Our school bond in Helena for at least the past 5 years have been working towards an eventual goal of fixing our overcrowded, old, decaying schools in Helena. The 1st report came out not long after I moved to Helena, which recommended the closing Central school (and others) and to build bigger schools that could house more students and allow for a better allocation of services.
(Right now, counselors, PE Teachers, Nurses are all split between the smaller neighbor hood schools.- Need to see a nurse, sorry she is at her other school right now, need to see your counselor because your dad hit you, sorry, she is at her other school right now)
The 1st bond was essentially dead on arrival after several big players in the community came out against it, including the governor and the downtown business association. The bond eventually failed and put everyone back the drawing table. A new superintendent later, the board is back at it again, with an improved plan that would rebuild 3 schools, including Central now, and improve the others.
Part of the plan that is controversial, is the idea to rebuild Central School. Because of its historic value, being the 1st public school in Montana, people have been up in arms over it. But on the other hand, it is over 100 years old, been deemed structurally unsafe, and has been sitting vacant and rotting for 3 years. The proposed plan to rebuild it plans to keep the historic feel and look to the building, while also providing classrooms and areas that provide access to today’s needs and students. The opposition has tried to use the historical society to help them block it, and then the city council who had to approve the demolition permit, and now that all that has failed, a couple has filed a lawsuit.
An IR Article today really summed up my feelings regarding this whole Central School Issue.
Why did a school teacher from Roundup, Montana file a lawsuit to stop the demolition of Central School here in Helena? How do you go from teaching children to denying children a decent place in which to learn?
It doesn’t seem to matter that the school board held more than 100 community meetings over several years to develop this community consensus bond proposal.
The answer for Alan Nicholson is that the decision of the overwhelming majority of the elected school board and the clear majority of the elected Helena City Commission is not what he wants. So he sues.
He can’t stop the bond election, so he does the next best thing, trying to gum up the works to create a new Central School by asking the courts to grant an injunction on the demolition.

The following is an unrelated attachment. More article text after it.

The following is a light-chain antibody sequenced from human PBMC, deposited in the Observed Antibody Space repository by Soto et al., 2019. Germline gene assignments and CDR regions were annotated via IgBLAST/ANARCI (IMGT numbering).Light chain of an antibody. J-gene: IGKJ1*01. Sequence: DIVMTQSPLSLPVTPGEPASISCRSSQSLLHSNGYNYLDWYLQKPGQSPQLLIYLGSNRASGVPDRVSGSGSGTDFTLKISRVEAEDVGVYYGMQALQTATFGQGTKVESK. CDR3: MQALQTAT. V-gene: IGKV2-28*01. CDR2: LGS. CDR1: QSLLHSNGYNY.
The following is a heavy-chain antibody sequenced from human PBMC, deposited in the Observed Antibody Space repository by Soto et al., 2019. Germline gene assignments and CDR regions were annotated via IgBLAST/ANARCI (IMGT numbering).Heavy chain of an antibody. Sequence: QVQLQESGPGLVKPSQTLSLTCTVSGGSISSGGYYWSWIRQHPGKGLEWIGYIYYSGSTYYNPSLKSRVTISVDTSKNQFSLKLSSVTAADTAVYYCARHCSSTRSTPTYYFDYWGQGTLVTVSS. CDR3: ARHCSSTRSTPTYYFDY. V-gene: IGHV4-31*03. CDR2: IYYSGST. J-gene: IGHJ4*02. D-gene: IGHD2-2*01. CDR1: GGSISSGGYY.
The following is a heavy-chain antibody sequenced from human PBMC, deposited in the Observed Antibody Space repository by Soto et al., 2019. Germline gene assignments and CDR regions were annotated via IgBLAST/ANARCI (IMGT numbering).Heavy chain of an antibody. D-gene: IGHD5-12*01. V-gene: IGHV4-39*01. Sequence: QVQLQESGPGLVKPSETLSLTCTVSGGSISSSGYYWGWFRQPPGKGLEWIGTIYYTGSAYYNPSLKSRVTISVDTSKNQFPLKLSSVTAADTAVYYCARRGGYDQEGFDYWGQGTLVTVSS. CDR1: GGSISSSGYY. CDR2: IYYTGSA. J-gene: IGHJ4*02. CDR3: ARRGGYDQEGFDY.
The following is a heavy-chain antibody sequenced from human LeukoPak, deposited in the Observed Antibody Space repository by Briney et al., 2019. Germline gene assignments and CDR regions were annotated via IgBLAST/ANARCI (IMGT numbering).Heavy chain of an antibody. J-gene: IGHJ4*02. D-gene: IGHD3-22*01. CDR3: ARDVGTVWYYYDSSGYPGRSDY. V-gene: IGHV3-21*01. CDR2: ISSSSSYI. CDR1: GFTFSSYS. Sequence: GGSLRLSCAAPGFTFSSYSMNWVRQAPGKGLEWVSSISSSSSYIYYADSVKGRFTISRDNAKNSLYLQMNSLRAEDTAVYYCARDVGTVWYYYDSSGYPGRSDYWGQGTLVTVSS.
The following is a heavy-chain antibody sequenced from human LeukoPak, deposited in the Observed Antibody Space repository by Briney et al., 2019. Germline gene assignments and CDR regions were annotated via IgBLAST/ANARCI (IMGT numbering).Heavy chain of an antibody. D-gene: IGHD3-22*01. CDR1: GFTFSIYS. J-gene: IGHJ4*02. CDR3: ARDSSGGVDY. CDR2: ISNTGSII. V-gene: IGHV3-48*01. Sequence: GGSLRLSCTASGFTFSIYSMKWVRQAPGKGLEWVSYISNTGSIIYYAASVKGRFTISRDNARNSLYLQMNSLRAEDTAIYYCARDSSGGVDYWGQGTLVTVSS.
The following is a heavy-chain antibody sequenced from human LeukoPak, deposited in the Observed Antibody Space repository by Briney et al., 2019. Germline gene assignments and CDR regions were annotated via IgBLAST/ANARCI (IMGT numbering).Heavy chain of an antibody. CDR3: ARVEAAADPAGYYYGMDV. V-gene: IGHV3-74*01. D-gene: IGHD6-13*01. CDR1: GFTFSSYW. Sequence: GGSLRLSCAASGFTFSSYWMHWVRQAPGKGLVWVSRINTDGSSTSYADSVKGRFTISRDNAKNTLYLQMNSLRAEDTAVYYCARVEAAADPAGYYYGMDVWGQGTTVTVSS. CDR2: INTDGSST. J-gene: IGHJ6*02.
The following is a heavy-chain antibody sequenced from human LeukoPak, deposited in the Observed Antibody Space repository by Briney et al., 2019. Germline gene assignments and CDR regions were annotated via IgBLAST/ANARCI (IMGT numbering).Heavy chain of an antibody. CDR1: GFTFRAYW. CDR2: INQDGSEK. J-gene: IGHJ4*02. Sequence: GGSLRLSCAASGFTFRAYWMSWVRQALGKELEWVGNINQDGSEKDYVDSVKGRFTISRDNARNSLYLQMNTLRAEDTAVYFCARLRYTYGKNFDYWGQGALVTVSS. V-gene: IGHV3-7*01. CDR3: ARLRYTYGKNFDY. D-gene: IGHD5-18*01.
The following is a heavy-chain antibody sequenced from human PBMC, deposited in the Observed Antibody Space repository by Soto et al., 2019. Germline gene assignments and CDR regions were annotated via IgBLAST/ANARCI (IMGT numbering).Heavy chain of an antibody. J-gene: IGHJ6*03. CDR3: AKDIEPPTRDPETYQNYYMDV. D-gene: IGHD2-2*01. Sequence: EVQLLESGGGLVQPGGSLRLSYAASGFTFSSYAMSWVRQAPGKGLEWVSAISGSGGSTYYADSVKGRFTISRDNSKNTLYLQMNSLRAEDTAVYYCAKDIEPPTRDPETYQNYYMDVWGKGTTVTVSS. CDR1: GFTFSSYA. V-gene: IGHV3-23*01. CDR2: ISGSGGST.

Of course, when City of Helena decisions benefit Mr. Nicholson he is more agreeable. The November 14, 2004, article in the Independent Record details the city’s efforts to get Mr. Nicholson an $880,000 TIF loan to help him build the Great Northern Center. And then later he asks the city to forgive loan payments until 2020.
Getting a TIF loan instead of a grant was bending over backwards to help this one developer give us new constructions at the Great Northern Center. Yes, new constructions. No rehabilitation at the Great Northern. No construction to look as though the buildings were built at or near the turn of the previous century.
So why is Mr. Nicholson determined to rehabilitate a school that was built in two sections in 1914 and 1921? This is a three-level school that can only meet current construction codes by wrapping each column of rubble stone in steel. We end up with small, not modern size classrooms. We spend millions of taxpayer dollars to be able to say, “See, we saved that building.” We did not save it for the kids. We saved it for Mr. Nicholson.
We all know that anyone can sue anyone in these United States. But if you must sue to try to get your way in the face of democratic votes by the School Board and the City of Helena Commission, how supportive are you of our nation, its constitution or your community?
What lessons do you want to teach the children of this community? Think about what you are doing, Mr. Nicholson. Think about the children. They deserve new buildings, just like the Great Northern.
So while I understand that this is another tax burden for people in this community and that is hard to swallow, the need is there and it’s not going away. So yes, this will cost me an extra $120 a year, but I think its worth it to have schools where kids are safe, have the technology to learn in the ever-changing world, and don’t have to spend hours on a bus.
Selfishly, it also helps me out because one of the proposed new schools in Jim Darcy, which is the school in my area, and currently it was built for 270 students, now houses over 400 and additionally students in our neighborhood are being bussed all the way into town because there isn’t room for them in the school.